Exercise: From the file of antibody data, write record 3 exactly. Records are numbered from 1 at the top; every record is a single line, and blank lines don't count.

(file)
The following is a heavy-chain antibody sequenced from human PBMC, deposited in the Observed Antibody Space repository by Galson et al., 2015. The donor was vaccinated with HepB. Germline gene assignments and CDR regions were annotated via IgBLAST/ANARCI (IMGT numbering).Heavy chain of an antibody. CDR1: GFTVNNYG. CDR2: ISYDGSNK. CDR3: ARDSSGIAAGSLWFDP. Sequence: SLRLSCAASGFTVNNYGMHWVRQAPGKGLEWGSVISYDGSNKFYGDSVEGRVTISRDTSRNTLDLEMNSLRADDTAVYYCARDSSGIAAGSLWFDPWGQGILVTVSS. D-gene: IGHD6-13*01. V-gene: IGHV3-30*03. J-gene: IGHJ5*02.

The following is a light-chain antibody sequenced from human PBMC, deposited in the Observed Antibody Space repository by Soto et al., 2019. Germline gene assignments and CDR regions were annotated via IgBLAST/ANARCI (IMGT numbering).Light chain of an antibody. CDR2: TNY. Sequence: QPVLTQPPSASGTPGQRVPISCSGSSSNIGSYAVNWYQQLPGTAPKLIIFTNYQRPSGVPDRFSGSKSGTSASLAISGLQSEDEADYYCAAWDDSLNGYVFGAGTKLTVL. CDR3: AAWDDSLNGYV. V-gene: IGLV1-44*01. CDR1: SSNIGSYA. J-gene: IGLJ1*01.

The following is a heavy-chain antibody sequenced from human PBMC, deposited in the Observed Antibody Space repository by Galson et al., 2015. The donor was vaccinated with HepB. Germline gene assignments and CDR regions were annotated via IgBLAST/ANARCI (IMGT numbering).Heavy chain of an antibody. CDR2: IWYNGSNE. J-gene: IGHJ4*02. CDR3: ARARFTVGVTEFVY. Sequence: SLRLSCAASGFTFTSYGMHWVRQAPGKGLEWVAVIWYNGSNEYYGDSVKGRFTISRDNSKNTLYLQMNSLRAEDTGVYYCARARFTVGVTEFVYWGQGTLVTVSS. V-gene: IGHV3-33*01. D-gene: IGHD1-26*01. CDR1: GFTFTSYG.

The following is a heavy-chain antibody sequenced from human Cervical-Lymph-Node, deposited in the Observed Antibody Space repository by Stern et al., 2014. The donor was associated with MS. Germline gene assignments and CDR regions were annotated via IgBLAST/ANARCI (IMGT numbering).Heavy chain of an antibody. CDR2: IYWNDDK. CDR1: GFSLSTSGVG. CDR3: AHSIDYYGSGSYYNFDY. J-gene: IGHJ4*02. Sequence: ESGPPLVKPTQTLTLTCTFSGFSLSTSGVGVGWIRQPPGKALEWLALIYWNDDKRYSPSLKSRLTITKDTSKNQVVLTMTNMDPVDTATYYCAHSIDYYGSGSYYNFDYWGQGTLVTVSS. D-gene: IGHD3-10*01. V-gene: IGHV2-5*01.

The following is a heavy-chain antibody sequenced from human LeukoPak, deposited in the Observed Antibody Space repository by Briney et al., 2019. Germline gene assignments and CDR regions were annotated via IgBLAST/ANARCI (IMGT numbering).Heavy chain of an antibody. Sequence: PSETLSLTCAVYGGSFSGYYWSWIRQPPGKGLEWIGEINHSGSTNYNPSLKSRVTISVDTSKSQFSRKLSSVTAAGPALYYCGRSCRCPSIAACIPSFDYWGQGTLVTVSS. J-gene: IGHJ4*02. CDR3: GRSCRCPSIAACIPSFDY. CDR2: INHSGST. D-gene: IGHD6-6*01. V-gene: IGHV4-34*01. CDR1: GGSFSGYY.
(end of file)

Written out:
The following is a heavy-chain antibody sequenced from human PBMC, deposited in the Observed Antibody Space repository by Galson et al., 2015. The donor was vaccinated with HepB. Germline gene assignments and CDR regions were annotated via IgBLAST/ANARCI (IMGT numbering).Heavy chain of an antibody. CDR2: IWYNGSNE. J-gene: IGHJ4*02. CDR3: ARARFTVGVTEFVY. Sequence: SLRLSCAASGFTFTSYGMHWVRQAPGKGLEWVAVIWYNGSNEYYGDSVKGRFTISRDNSKNTLYLQMNSLRAEDTGVYYCARARFTVGVTEFVYWGQGTLVTVSS. V-gene: IGHV3-33*01. D-gene: IGHD1-26*01. CDR1: GFTFTSYG.